“We believe we have direct evidence for an ongoing Late Heavy Bombardment in the nearby star system Eta Corvi, occurring about the same time as in our solar system,” said Carey Lisse, senior research scientist at the Johns Hopkins University Applied Physics Laboratory in Laurel, Md., and lead author of a paper detailing the findings. “We think the Eta Corvi system should be studied in detail to learn more about the rain of impacting comets and other objects that may have started life on our own planet,” Lisse said.

The makeup of this comet cloud closely resembles comets in our solar system, and suggest that a giant comet may have been obliterated, perhaps when it collided with a planet. Water ice, organics and rock have all been identified in the comet cloud. There is also an even larger, colder ring of dust farther out from Eta Corvi, which resembles the Kuiper Belt of comets and other debris in our solar system, left over from the solar system’s formation.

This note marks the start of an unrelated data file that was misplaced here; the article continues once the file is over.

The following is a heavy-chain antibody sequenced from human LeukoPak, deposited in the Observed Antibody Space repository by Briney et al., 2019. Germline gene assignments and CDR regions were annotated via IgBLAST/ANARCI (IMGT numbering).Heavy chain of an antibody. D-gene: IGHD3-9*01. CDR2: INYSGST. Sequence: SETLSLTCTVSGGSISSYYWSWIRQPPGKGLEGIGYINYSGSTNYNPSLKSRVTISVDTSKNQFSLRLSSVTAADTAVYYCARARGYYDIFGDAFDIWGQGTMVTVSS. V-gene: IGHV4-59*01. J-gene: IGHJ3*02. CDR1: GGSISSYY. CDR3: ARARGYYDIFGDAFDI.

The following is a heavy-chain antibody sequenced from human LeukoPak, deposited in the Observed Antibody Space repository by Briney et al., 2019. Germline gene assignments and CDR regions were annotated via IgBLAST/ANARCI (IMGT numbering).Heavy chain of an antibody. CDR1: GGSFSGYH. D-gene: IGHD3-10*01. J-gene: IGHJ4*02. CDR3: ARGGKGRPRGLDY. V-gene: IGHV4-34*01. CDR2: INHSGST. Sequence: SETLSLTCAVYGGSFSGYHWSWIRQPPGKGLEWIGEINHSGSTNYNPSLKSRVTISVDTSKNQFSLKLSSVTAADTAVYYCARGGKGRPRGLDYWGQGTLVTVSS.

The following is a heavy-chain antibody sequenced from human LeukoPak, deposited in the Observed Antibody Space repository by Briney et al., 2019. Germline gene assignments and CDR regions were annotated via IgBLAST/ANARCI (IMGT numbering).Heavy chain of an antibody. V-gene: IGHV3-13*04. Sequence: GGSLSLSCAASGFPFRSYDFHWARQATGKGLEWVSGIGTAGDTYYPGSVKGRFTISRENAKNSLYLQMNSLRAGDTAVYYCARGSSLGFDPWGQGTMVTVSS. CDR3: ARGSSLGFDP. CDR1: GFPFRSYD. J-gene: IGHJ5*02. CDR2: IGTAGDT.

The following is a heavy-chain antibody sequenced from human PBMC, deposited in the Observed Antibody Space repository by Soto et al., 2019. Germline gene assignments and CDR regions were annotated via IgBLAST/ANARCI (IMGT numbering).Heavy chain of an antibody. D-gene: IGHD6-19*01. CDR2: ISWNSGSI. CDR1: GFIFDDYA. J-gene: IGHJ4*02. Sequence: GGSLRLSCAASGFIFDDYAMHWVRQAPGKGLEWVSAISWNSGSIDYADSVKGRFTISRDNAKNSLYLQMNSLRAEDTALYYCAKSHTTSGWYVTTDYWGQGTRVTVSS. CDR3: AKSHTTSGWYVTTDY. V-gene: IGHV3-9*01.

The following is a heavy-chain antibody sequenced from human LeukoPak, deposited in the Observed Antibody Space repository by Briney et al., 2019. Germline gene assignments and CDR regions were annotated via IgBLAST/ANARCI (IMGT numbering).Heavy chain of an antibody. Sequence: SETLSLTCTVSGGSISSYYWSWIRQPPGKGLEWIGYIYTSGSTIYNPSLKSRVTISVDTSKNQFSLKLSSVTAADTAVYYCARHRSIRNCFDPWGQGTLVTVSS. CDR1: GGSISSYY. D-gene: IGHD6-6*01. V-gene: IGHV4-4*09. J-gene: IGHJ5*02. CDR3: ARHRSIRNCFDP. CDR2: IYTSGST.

All of these similarities reinforce the idea that the way in which our solar system formed is much like how other older ones formed in the past, and younger ones are still forming today, as a common process in the universe.

This article was first published on Examiner.com.

Poll: which Discovery mission would you vote for?

As a follow-on to the previous post, which newly proposed mission for NASA’s Discovery program would you like to see happen? Only one will be selected next year, to launch in 2016…